Pemberton's Hess set for worlds 

Sit-skier excited for return to Prince George

click to enlarge PHOTO BY KEVIN BOGETTI-SMITH - BACK TO PRINCE GEORGE Ethan Hess, shown here at the 2015 Canada Winter Games in Prince George, will return there for the IPC World Para Nordic Skiing Championships. -
  • Photo by Kevin Bogetti-Smith
  • BACK TO PRINCE GEORGE Ethan Hess, shown here at the 2015 Canada Winter Games in Prince George, will return there for the IPC World Para Nordic Skiing Championships.

For a relatively small outpost, the city of Prince George has played a pivotal role in Ethan Hess' career.

To start, the then-15-year-old won his first-ever Canada Winter Games medal—a bronze—there in 2015.

But now, his sights are set even higher, as the Pemberton sit-skier will race among the globe's best as the northern B.C. city hosts the International Paralympic Committee (IPC) World Para Nordic Skiing Championships from Feb. 15 to 24.

"I remember that being a really special place," said Hess, now 19.

It's been a season of development for Hess, who was born with spina bifida. In his IPC World Cup event this season in December at Vuokatti, Finland, Hess took a 17th-place finish in the middle distance 7.5-kilometre race to go along with a 20th-place showing in the five-km event and a 29th in the 800-metre sprint.

While there was no long-distance 15-km race, replaced instead with the five-km event, Hess was proud with his performance in the longest offered distance.

"I feel like my endurance has really improved," he said. "I really built my engine this summer. I put in a lot of hours and I think the volume really helped me.

"I did a lot of canoe trips with my dad, so that really built a longer-term cardio base."

The 2018 Paralympian felt he struggled in two of the three races, but his coaches confirmed before too long that his efforts were enough to crack the Canadian team for worlds.

"I was quite confident that I would be going, but of course, it feels good to have it finalized," he said. "It's a good feeling having everything set and getting ready to fly out pretty quick here (on Feb. 11)."

While his skiing has taken him to Europe and Asia already in his young career, for such an important event, Hess is more than happy to stay closer to home.

"It's cool to travel, but you're there to compete and when you're travelling, you deal with things like jetlag," he said. "Having the other people have to deal with the jetlag and be right at home, it's a good little advantage to have."

Right after worlds, Hess will head east to Red Deer, Alta. for his second Canada Winter Games experience. He looks at the opportunity as a chance to "decompress" and hang out with a number of friends who are also set to compete at the Games.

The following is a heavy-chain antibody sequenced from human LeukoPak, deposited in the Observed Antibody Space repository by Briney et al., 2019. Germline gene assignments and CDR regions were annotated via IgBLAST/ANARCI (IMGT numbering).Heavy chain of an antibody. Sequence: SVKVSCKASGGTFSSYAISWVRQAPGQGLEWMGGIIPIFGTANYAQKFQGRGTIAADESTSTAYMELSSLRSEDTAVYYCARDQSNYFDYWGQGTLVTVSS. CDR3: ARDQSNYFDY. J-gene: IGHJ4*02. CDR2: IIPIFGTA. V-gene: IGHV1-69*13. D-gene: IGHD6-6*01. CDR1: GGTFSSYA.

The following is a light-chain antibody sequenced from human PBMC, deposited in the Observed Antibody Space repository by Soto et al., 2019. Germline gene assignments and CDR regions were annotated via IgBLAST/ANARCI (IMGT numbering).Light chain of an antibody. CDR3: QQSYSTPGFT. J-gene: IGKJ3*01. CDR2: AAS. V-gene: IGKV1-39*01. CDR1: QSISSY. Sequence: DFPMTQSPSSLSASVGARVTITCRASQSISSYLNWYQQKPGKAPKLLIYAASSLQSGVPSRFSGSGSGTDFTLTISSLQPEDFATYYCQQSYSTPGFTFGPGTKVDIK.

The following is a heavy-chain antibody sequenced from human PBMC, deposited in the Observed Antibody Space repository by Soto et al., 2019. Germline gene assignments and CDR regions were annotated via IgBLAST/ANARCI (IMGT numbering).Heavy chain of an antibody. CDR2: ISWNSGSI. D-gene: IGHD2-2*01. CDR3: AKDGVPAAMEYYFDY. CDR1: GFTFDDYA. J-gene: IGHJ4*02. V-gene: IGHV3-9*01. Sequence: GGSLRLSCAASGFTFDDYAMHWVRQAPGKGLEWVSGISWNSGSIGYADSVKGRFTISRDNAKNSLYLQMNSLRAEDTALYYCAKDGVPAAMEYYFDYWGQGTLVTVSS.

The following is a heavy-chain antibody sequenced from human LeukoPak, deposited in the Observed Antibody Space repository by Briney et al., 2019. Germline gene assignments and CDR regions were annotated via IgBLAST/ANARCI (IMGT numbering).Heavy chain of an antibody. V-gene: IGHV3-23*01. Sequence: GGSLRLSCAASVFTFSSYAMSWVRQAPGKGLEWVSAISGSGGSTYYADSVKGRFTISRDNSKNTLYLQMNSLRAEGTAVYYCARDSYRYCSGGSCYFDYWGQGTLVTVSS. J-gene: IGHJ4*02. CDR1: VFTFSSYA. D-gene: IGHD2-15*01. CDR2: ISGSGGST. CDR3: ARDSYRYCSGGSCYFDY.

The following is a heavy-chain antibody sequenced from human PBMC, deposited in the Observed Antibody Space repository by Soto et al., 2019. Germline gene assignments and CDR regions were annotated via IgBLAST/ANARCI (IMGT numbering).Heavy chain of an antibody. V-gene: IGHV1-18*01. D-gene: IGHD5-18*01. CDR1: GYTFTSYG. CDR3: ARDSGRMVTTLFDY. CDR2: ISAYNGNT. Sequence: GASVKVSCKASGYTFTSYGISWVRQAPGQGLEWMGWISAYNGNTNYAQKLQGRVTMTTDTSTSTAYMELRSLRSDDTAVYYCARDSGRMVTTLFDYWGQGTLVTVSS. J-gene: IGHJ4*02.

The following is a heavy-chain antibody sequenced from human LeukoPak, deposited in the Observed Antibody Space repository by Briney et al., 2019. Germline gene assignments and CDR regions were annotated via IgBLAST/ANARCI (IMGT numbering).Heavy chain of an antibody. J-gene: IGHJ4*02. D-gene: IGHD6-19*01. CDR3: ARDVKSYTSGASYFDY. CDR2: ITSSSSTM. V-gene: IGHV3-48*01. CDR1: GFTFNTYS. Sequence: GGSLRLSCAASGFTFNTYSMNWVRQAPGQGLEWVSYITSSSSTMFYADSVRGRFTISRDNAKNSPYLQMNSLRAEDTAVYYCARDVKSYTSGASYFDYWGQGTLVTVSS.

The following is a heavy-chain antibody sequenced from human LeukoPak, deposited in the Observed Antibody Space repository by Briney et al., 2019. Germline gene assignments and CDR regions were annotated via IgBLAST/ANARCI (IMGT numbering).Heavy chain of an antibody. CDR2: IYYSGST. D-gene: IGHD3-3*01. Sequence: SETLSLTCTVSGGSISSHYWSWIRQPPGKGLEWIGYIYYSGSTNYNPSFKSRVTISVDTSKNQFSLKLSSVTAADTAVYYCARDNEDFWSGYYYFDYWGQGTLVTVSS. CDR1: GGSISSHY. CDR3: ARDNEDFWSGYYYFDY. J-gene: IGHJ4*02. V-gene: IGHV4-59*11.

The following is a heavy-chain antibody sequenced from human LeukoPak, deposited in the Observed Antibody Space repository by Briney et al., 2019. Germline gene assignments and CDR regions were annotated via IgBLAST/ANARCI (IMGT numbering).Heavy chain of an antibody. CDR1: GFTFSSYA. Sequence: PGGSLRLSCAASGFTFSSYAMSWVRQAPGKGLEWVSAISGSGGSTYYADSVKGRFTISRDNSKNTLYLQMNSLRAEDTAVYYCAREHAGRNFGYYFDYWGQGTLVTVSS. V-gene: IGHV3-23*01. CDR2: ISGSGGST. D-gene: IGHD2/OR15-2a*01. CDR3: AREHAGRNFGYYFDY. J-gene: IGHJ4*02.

"It'll be cool to go from World Champs. It'll really put things in perspective. I don't expect to be nervous at all at Canada Games," he said. "I expect to be level-headed and to have more fun. These big races, they're very meaningful. The Paralympics was very meaningful, but I wouldn't describe it as fun.

"There's just so much nerves and so much pressure, even though I'm not at the top of the team and there's not a lot of (external) pressure on me. But there's the pressure you put on yourself."

With no competitions on his plate since the Finland World Cup in mid-December, Hess has been satisfied with his recent training block, which has given him the chance to prepare well for the two major competitions ahead.

"It's been nice to do one World Cup, take lessons from there, work on it for a couple months, then go into a month of racing," he said.

After achieving a dream he's held since he was 14, Hess is early on his track to return to the Games in three years' time with the hope of improving on his top result of 24th at last year's PyeongChang Games.

"I'm pouring my life into this and looking towards Beijing," he said.

He'll also go in a bit wiser after his Paralympics debut, as he knows now to embrace the Games for what they are as opposed to trying to treat them as just another event on the calendar.

"The pressure got to me in a way I wasn't expecting it to at the Games, so I had to re-examine myself mentally," he said. "I've really worked on that in self talk and the way I look at things. You're going to try to look at it as just another race, in a way, so you don't let the pressure get to you, but it's just a different thing."

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